This post is for voting and discussion in the fifteenth round of balloting for the Circle of Greats. This round begins to add those players born in 1955. Rules and lists are after the jump. Read the rest of this entry
Riding a sudden wave of support near the end of the voting period, Barry Larkin edged out Paul Molitor by a single vote to become the 14th inductee into the Circle of Greats. More on Larkin and the voting after the jump. Read the rest of this entry
I meant to cover all the games, but the ‘Stros wouldn’t stop hitting….
Astros 16, @Mariners 9: The dam burst. By the 2nd inning, Houston had 9 runs, 10 hits and 2 HRs, all more than any of their first 7 games, and equaling their runs total from their last 6 games. A home run in the 4th by the indomitable Jose Altuve gave him three-fourths of the cycle, and gave Houston a 13-0 lead and their highest run count since 2010 (when they scored 18 with no dingers).
Roy Halladay is struggling. Last season was definitely below par. But, observers were inclined to give Halladay the benefit of the doubt and ascribe his performance to injury and never getting back into rhythm after his return to the lineup. The trouble with that assessment of 2012 is that, rather than rounding into form as the season wound down, Halladay was headed the other direction.
But, “2013 is a new year” went the refrain. With rest and a renewed sense of purpose, it would be the same old Roy again. Except, Halladay had a rough spring with whispers that his old velocity just isn’t there. So far this season, the search party is still looking for the old Roy.
Is this the end of Halladay as the dominant staff ace? Say it ain’t so, Roy!
I’ve been writing about baseball online for four years, and early on, I learned I needed to work hard to create anything meaningful. A few years ago, I killed a weekend creating a stat I dubbed, “Runs Accounted For.” It looked at a player’s run and RBI totals compared to his team’s run total and, as I later learned, was more or less a simplified version of Bill James’ work, Runs Created. I didn’t know this when I posted my piece (I hadn’t read a James book up to this time), and proudly, naively, I submitted a link to Baseball Think Factory expecting to be applauded.
The response I got is fairly typical for anyone who creates a new baseball metric and is one reason I don’t devote much time inventing stats.
@Rockies 9, Padres 1: Colorado’s 5th straight win matched their longest streak of last year. Three straight home games yielding 3 runs or less is a first since June 2011. And four straight starts of 6+ IP and 2 runs or less … they didn’t have even two in a row like that after June 3-4 last year.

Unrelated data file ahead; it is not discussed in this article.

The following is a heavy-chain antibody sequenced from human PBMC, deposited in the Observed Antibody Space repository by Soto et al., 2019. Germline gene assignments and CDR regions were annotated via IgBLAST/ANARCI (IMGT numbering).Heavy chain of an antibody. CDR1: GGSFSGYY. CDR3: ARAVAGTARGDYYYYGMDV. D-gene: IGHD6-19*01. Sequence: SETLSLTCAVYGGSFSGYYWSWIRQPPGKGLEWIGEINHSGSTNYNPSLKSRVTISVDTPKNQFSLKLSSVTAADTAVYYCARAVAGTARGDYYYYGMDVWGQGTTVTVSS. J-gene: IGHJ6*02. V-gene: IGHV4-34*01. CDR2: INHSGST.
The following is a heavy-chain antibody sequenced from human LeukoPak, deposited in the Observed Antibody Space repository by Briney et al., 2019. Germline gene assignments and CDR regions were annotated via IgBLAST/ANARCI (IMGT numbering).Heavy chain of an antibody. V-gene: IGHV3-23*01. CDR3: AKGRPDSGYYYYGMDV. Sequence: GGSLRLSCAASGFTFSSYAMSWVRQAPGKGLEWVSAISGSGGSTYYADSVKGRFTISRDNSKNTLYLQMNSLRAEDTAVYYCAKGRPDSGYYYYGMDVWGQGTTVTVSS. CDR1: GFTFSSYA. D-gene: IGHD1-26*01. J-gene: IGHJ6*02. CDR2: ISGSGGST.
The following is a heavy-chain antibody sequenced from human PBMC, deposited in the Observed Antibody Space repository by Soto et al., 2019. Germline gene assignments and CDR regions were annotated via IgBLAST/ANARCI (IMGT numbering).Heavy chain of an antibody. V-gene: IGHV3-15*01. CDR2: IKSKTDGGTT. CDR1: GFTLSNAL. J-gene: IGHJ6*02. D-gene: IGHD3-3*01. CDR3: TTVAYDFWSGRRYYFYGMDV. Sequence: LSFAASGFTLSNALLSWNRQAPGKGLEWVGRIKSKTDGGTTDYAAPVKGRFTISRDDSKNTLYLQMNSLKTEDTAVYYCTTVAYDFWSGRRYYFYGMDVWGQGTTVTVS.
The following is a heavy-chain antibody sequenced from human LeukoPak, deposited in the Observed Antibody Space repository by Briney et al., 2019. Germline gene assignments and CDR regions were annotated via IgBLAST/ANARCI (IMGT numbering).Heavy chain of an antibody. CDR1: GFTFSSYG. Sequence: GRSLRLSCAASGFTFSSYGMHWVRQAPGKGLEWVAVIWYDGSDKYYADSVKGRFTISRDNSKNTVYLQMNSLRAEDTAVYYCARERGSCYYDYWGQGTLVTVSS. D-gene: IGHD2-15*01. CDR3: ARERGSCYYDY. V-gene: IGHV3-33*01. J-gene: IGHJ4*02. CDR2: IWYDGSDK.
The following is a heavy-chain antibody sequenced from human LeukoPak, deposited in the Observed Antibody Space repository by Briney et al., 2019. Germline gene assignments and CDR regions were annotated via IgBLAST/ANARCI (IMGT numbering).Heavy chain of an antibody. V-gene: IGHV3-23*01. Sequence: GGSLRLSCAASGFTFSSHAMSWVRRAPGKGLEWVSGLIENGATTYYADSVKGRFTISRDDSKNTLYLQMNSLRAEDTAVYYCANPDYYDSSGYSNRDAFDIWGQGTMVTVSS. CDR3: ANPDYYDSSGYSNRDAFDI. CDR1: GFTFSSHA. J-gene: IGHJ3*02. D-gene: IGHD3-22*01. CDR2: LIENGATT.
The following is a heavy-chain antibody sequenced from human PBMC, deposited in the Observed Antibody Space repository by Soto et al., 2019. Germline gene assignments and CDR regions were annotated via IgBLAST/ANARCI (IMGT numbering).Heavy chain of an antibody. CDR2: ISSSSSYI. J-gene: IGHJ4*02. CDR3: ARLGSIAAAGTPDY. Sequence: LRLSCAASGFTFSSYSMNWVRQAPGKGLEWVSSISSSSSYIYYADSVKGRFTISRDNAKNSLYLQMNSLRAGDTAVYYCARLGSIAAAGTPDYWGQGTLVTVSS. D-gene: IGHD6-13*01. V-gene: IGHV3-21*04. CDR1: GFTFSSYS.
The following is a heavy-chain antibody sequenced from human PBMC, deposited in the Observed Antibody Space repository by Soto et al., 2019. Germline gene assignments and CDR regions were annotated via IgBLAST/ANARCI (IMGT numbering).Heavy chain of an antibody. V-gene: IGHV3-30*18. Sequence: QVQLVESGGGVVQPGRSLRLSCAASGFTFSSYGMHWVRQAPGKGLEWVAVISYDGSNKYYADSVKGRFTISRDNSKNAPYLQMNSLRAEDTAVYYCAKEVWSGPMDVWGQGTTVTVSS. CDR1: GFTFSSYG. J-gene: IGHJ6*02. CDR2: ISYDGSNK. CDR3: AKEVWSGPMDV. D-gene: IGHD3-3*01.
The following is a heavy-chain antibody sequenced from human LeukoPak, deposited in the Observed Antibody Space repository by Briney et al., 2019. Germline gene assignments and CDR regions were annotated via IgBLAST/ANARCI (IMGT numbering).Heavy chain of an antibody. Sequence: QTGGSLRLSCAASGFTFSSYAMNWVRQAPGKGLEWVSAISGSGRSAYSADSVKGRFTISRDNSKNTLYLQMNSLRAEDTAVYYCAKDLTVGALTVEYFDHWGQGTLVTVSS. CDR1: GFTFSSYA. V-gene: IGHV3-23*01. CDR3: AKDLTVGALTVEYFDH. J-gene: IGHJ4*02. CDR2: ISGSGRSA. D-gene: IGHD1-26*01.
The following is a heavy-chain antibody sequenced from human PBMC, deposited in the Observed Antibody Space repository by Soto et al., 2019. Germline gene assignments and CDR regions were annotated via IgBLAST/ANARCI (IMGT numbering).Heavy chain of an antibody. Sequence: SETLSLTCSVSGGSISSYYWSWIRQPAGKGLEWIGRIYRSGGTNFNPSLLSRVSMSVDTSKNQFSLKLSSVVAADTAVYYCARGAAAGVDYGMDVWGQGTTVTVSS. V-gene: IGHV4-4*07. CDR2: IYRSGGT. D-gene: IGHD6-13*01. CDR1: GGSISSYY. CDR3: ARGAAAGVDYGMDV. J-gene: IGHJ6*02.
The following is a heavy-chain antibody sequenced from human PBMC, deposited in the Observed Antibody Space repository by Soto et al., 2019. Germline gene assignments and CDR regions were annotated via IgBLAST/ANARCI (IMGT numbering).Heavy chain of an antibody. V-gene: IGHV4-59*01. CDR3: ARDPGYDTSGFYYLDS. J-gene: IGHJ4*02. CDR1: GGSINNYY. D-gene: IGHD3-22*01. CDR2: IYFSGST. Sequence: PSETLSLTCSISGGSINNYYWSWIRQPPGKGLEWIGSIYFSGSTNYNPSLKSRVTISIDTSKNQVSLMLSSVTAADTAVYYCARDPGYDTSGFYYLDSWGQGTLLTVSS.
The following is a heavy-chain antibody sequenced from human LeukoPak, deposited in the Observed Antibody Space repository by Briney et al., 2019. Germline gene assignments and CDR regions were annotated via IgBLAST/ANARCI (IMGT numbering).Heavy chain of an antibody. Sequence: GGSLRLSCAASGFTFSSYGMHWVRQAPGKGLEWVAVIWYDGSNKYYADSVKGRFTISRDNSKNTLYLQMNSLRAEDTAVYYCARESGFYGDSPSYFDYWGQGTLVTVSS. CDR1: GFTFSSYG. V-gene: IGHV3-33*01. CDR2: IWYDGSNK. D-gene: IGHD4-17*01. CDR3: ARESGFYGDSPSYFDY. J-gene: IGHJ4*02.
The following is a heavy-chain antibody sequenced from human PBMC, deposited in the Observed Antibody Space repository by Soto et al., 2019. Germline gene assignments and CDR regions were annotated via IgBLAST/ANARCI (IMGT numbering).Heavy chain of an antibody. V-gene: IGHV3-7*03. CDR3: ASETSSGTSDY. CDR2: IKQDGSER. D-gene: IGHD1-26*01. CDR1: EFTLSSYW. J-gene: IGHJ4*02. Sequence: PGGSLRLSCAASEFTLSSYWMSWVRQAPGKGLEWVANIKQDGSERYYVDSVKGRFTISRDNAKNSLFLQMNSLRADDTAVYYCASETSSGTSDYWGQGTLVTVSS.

- Wilin Rosario has hit 33 HRs in his first 124 games caught, 138 games played. That’s 4 more HRs than any other catcher within his first 150 games played. Coors helps, of course — but he also has 13 road HRs in 238 PAs, which is about the same as Piazza’s career HR percentage.
- Yonder Alonso took a solid 62 walks last year, but none in 6 games so far this season.
@Mets 4, Marlins 3: Miami squandered umpteen baserunners, then donated the game in the 9th. Ahead 3-2 with 1 out and none on, Steve Cishek aimed inside on a 2-2 count to Ruben Tejada, and nicked him. Kirk Nieuwenhuis looped a single to left-center, and Tejada dared the rag-armed Juan Pierre to catch him at 3rd.
With a 1-run lead and 1 out, Pierre’s play was to 2nd base: Keep the DP in order, keep the winning run at 1st. But he threw to 3rd, badly, and when the rookie 3B came off the bag for the throw and kept his head down afterwards, Nieuwenhuis waltzed over to 2nd. Then came the manager’s move I don’t think I’ve seen before:
Twins 6, @Orioles 5: Chris Davis’s dinger drought at 1 game. O’s now 0-2 in 1-run games. Not that it means anything for the future.
- Josh Roenicke, #2 last year in relief games more than 1 IP, worked the 6th through 8th innings, preserving the tie and earning his first AL win.
If you don’t know Ian Stewart, he is a third baseman, playing mostly for the Rockies, but currently with the Cubs. He’s never had a qualifying season but has exceeded 400 PAs twice in his career. In the equivalent of 3 full-time seasons, he has career totals including 66 doubles, 10 triples and 59 homers. His career slugging percentage is almost 200 points higher than his batting average, and he has more strikeouts than hits in every season of his career.
Nondescript though that synopsis may be, Ian enjoys the distinction of achieving a certain offensive feat more often than every other major-leaguer who has played his entire career since 1916. What is this unusual feat?
It’s approaching midnight Eastern, 27+ hours after this quiz was posted, so I’m calling this one a stumper. The HHS readers were quick to identify that the quiz was about appearing in an opening day game on a player’s birthday, but failed to note the batting feat that Ian Stewart has achieved more often than any other player. That feat is to get a hit in an opening day game on your birthday, something that Stewart has done twice and 24 others have managed only once, including Daniel Murphy of the Mets this season.